29th June 2014
On Sunday I went to Attlebridge for the latest part of 'Wildflowers revealed' - an ongoing series of walks with Norfolk Flora Group and NNNS to help beginner botanists. On my way I the rain got steadily harder and I wondered whether anyone would turn up. I need not have worried, with around 15 people braving the rain for the walk. The showers were a feature of the morning, but after lunch the sun came out and it was actually very pleasant.
The first part of our walk took us east along part of Marriott's Way. We had a brief look at some of the commoner plants along the first stretch such as Rough Chervil and Herb Robert, but the first interlude of real interest was when there was a gap in the hedge allowing us to see the edge of an arable field. A number of plants were growing here, but the highlight was my first Night-flowering Catchfly. As a result of the overcast weather the flowers were open during the day too.
A bit further along Marriott's Way we took another footpath off to Upgate Common. As we reached the Reepham Road we saw two 'salt alien' species (coastal plants that have spread inland as a result of the salting of roads in winter) one of which was Reflexed Saltmarsh Grass. A burst of sunshine saw a large number of Ringlet butterflies emerge, and I saw another two new plants in the form of Venus' Looking Glass and Parsley Piert. We stopped for lunch at Upgate Common, where the highlight was a Hobby that flew through the hirundines.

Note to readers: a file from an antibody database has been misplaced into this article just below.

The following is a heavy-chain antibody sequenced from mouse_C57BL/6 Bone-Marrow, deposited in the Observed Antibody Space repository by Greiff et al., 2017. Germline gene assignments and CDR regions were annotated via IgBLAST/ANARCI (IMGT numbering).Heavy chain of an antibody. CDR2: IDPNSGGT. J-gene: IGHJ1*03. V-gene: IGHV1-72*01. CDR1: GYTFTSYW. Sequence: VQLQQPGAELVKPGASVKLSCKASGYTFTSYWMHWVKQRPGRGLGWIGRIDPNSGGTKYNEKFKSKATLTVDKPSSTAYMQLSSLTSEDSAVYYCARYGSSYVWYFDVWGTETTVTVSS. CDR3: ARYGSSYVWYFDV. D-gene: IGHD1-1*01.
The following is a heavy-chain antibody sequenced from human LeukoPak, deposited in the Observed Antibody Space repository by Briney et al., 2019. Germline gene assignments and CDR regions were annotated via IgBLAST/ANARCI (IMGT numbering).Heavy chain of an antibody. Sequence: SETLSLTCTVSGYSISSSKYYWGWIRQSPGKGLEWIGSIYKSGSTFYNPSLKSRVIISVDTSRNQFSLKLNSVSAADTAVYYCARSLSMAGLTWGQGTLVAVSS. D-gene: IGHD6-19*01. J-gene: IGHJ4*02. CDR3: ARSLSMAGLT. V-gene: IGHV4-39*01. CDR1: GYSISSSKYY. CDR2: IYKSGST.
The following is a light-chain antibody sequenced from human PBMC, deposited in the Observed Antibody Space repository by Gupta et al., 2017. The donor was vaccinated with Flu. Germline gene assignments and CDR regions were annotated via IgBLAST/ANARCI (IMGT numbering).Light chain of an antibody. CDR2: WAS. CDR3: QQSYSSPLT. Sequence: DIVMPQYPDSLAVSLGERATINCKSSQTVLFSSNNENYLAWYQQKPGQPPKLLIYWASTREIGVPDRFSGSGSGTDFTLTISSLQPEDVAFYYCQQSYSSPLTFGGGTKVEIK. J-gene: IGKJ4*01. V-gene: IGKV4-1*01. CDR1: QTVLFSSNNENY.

After lunch we set off along another footpath across the fields towards Alderford Common. Here we saw more Night-flowered Catchfly, compared Redshank and Pale Persicaria and saw some Flixweed. Reaching Alderford Common we went into a wooded part to look at an area of Small Balsam, before re-tracing our steps and entering the common further along.
Just onto the common we walked past a nice Bee Orchid, one of several on the common. Common Twayblade, Common Spotted orchids and Souther Marsh orchids were also present. We concentrated on an area of former marl pits, the best chalk grassland in east Norfolk apparently. Lots of Eyebright was scattered around, along with Greater Wild Thyme and Wild Basil. A pond held a Stonewort sp (a sample was taken for determination) and some Great Crested Newt tadpoles. On top of all this I saw some grasses and sedges that are probably very common but I just hadn't been able to identify before. All in all a very worthwhile trip in terms of learning about plants and seeing an unfamiliar area.